Kunti was the daughter of Sura, who was also the father of Vasudeva. Kunti at birth was named Prtha. She was described as very beautiful, religious, kind-hearted and a responsible young lady (Bhawalkar 158). Kunti is better known as the mother of the five Pandavas from the Mahabharata, and the wife of king Pandu. She was also addressed as Lord Krsna’s paternal aunt; Sura had made a promise to his childless cousin that he would give him his first-born child (Bhawalkar 158). Therefore, at a very young age, Prtha was given away to Kuntibhoja. Prtha was then known as Kunti, the daughter of Kuntibhoja from then on (Bhawalkar 158). This is regarded as Kunti’s first sacrifice, as a young child, at the age of playing with toys and dolls. She was given away without being acknowledged but rather against her own will to keep the word her father had made with his cousin.
The duties Kunti fulfilled as a daughter lead her father to trust her with the hospitality when the Brahmana named Durvasa came to visit Kuntibhoja’s palace. Durvasa gave the family an advisory that he should not be mistreated otherwise he would not stay in the palace. Kuntibhoja agreed to his terms and his daughter, Kunti, also agreed to be at the service of the great sage with her righteous behaviour (Bhawalkar 159). Upon the service Kunti gave to Durvasa, he granted her a boon which was not available to any other human being. Kunti denied that boon he was granting her, and instead he then granted her the Atharva incantation. Upon reciting the mantra Durvasa gave her, whichever god she calls will be brought to her and grant her a son. After Kunti was given the mantra, she continuedly kept thinking about it. During these thoughts Kunti began to menstruate and felt ashamed of this. The sun started rising and as she looked at the sun, she decided she wanted to try the Atharva incantation. Instead of seeing the Sun, Kunti saw the sun as a lord, in his human form (Bhawalkar 162). Once he started speaking to Kunti, she was frightened as she was only testing out the incantation. She immediately told him to go away although the Sun said it would although, once she has been given a son. She knew that having a child before marriage would have people questioning her, about her virginity and how she went against Dharma. She asked the sun to forgive her as she was just a child, and this was a silly mistake. However, the noble Kunti was not able to persuade the Sun. The Sun told her that after her union with him she would become a virgin again; and her son would be a great and powerful hero (Bhawalkar 164). Kunti then fell onto the bed and became unconscious, she was made unconscious by the Sun’s yogic powers.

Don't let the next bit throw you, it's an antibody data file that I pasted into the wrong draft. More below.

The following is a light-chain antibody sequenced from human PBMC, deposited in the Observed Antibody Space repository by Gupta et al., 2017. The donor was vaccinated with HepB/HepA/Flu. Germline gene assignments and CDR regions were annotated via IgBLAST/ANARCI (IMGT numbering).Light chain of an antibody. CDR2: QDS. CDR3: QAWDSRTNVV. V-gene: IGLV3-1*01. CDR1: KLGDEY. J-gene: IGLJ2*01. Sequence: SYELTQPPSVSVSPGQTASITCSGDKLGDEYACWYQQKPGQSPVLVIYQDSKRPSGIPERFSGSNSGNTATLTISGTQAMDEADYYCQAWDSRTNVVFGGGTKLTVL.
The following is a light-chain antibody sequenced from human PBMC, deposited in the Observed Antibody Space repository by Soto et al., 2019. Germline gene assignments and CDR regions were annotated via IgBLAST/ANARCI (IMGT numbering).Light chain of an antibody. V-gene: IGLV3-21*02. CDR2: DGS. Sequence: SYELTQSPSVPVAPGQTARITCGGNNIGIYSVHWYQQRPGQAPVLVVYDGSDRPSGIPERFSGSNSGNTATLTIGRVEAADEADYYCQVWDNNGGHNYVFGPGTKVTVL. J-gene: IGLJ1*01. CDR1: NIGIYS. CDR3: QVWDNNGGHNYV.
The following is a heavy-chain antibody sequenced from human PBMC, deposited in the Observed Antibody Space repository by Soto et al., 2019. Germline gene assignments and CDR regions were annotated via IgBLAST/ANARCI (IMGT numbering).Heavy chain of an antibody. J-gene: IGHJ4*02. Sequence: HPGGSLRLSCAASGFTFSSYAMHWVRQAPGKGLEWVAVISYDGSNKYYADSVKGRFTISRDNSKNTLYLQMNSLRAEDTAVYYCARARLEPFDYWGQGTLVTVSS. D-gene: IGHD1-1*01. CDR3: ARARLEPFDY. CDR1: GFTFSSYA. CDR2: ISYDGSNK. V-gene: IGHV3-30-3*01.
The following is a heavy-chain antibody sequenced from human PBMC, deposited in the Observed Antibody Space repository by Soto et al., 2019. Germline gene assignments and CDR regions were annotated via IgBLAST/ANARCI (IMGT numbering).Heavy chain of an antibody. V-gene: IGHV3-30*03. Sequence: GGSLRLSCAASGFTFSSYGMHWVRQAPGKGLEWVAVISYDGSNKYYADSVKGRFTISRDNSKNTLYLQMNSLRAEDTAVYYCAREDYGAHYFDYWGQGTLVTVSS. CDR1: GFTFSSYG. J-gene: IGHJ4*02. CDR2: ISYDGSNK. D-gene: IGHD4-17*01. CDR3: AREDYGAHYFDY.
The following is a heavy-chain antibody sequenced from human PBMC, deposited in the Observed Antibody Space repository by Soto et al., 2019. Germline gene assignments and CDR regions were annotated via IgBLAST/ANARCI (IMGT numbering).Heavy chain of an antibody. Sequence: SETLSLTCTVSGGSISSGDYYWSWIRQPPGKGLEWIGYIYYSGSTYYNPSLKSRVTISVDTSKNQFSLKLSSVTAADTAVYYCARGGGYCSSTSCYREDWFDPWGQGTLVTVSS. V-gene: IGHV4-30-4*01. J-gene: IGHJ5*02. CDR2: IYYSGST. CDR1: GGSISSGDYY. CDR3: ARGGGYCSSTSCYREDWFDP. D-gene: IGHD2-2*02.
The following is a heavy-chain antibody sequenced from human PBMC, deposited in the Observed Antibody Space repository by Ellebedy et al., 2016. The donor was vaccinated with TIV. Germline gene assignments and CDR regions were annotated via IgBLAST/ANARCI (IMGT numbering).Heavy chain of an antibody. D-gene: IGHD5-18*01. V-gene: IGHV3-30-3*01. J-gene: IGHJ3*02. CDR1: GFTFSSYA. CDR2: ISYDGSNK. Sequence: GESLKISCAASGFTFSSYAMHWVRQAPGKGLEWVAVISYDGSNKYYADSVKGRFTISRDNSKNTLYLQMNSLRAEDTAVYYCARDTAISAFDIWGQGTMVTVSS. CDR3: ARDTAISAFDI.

Once she gained her consciousness, she was pregnant. Her pregnancy was kept a secret in the palace between Kunti and her nurse. Her son looked just like his father, the Sun, armour on his body and gold earrings (Bhawalkar 165). Immediately after she had given birth to her son, she placed him in a basket lined with cloth to keep him warm and comfortable as she left for the river. She placed the basket with the child in it and told the baby that he was protected from the beings of the sky, earth, and heavenly beings. She trusted that the King of waters, Varuna would protect her child. She wept as she lowered the basket with her baby into the water and left from there in sorrow of leaving her child. She knew she could not go against dharma, and this was one of Kunti’s greatest sacrifices as a mother (Bhawalkar 165).